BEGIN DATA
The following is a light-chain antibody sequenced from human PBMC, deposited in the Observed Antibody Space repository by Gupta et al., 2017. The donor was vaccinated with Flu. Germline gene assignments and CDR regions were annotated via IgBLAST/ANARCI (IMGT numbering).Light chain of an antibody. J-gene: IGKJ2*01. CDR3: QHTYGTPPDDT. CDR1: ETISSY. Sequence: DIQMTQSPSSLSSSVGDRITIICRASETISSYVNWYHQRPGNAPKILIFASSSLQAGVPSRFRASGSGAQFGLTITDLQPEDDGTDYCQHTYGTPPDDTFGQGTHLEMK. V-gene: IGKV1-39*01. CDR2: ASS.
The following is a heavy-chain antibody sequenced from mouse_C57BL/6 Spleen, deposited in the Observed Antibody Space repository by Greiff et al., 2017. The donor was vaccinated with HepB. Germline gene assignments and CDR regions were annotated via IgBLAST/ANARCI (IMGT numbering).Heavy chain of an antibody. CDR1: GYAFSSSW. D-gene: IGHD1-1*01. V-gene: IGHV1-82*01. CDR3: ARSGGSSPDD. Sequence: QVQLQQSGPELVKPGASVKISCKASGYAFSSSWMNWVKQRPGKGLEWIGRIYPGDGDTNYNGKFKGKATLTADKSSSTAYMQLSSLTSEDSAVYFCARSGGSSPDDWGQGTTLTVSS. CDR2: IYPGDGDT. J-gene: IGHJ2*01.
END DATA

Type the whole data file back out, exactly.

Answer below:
The following is a light-chain antibody sequenced from human PBMC, deposited in the Observed Antibody Space repository by Gupta et al., 2017. The donor was vaccinated with Flu. Germline gene assignments and CDR regions were annotated via IgBLAST/ANARCI (IMGT numbering).Light chain of an antibody. J-gene: IGKJ2*01. CDR3: QHTYGTPPDDT. CDR1: ETISSY. Sequence: DIQMTQSPSSLSSSVGDRITIICRASETISSYVNWYHQRPGNAPKILIFASSSLQAGVPSRFRASGSGAQFGLTITDLQPEDDGTDYCQHTYGTPPDDTFGQGTHLEMK. V-gene: IGKV1-39*01. CDR2: ASS.
The following is a heavy-chain antibody sequenced from mouse_C57BL/6 Spleen, deposited in the Observed Antibody Space repository by Greiff et al., 2017. The donor was vaccinated with HepB. Germline gene assignments and CDR regions were annotated via IgBLAST/ANARCI (IMGT numbering).Heavy chain of an antibody. CDR1: GYAFSSSW. D-gene: IGHD1-1*01. V-gene: IGHV1-82*01. CDR3: ARSGGSSPDD. Sequence: QVQLQQSGPELVKPGASVKISCKASGYAFSSSWMNWVKQRPGKGLEWIGRIYPGDGDTNYNGKFKGKATLTADKSSSTAYMQLSSLTSEDSAVYFCARSGGSSPDDWGQGTTLTVSS. CDR2: IYPGDGDT. J-gene: IGHJ2*01.